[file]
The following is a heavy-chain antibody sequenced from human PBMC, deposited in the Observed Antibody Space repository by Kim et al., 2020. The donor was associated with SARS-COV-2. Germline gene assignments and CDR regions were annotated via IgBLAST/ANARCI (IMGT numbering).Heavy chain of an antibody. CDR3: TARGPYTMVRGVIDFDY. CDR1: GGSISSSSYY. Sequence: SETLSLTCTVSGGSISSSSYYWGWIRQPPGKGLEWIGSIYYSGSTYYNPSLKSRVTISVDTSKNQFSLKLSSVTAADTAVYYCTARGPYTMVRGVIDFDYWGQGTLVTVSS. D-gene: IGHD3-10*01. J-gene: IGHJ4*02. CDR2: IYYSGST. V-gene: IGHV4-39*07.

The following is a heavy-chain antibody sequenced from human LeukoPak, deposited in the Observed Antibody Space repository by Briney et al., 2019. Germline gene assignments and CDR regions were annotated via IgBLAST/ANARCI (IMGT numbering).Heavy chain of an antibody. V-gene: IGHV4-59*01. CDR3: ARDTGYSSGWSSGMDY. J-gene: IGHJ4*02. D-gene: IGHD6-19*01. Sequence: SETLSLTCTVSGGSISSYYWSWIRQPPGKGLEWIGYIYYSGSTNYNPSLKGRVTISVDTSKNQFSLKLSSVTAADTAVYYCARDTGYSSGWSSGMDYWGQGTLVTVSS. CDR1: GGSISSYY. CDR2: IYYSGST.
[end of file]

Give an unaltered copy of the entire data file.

The following is a heavy-chain antibody sequenced from human PBMC, deposited in the Observed Antibody Space repository by Kim et al., 2020. The donor was associated with SARS-COV-2. Germline gene assignments and CDR regions were annotated via IgBLAST/ANARCI (IMGT numbering).Heavy chain of an antibody. CDR3: TARGPYTMVRGVIDFDY. CDR1: GGSISSSSYY. Sequence: SETLSLTCTVSGGSISSSSYYWGWIRQPPGKGLEWIGSIYYSGSTYYNPSLKSRVTISVDTSKNQFSLKLSSVTAADTAVYYCTARGPYTMVRGVIDFDYWGQGTLVTVSS. D-gene: IGHD3-10*01. J-gene: IGHJ4*02. CDR2: IYYSGST. V-gene: IGHV4-39*07.

The following is a heavy-chain antibody sequenced from human LeukoPak, deposited in the Observed Antibody Space repository by Briney et al., 2019. Germline gene assignments and CDR regions were annotated via IgBLAST/ANARCI (IMGT numbering).Heavy chain of an antibody. V-gene: IGHV4-59*01. CDR3: ARDTGYSSGWSSGMDY. J-gene: IGHJ4*02. D-gene: IGHD6-19*01. Sequence: SETLSLTCTVSGGSISSYYWSWIRQPPGKGLEWIGYIYYSGSTNYNPSLKGRVTISVDTSKNQFSLKLSSVTAADTAVYYCARDTGYSSGWSSGMDYWGQGTLVTVSS. CDR1: GGSISSYY. CDR2: IYYSGST.